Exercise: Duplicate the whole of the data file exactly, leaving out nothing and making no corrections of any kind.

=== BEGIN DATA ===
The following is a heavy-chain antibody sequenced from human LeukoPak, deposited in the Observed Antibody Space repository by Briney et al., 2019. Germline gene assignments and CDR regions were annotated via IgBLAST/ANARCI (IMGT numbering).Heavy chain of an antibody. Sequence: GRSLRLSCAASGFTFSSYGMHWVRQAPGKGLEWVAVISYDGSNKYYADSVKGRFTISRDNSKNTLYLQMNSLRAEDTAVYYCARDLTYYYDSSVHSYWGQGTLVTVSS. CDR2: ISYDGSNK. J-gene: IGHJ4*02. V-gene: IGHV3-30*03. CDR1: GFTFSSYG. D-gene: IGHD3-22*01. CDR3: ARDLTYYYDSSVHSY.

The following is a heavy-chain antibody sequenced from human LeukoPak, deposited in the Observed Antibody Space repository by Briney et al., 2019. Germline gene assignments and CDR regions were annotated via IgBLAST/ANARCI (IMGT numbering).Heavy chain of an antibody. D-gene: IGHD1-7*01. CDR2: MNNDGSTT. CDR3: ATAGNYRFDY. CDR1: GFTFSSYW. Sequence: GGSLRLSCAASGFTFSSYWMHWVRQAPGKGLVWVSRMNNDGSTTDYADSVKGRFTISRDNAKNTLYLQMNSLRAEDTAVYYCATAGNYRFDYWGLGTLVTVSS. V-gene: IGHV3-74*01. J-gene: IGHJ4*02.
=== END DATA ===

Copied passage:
The following is a heavy-chain antibody sequenced from human LeukoPak, deposited in the Observed Antibody Space repository by Briney et al., 2019. Germline gene assignments and CDR regions were annotated via IgBLAST/ANARCI (IMGT numbering).Heavy chain of an antibody. Sequence: GRSLRLSCAASGFTFSSYGMHWVRQAPGKGLEWVAVISYDGSNKYYADSVKGRFTISRDNSKNTLYLQMNSLRAEDTAVYYCARDLTYYYDSSVHSYWGQGTLVTVSS. CDR2: ISYDGSNK. J-gene: IGHJ4*02. V-gene: IGHV3-30*03. CDR1: GFTFSSYG. D-gene: IGHD3-22*01. CDR3: ARDLTYYYDSSVHSY.

The following is a heavy-chain antibody sequenced from human LeukoPak, deposited in the Observed Antibody Space repository by Briney et al., 2019. Germline gene assignments and CDR regions were annotated via IgBLAST/ANARCI (IMGT numbering).Heavy chain of an antibody. D-gene: IGHD1-7*01. CDR2: MNNDGSTT. CDR3: ATAGNYRFDY. CDR1: GFTFSSYW. Sequence: GGSLRLSCAASGFTFSSYWMHWVRQAPGKGLVWVSRMNNDGSTTDYADSVKGRFTISRDNAKNTLYLQMNSLRAEDTAVYYCATAGNYRFDYWGLGTLVTVSS. V-gene: IGHV3-74*01. J-gene: IGHJ4*02.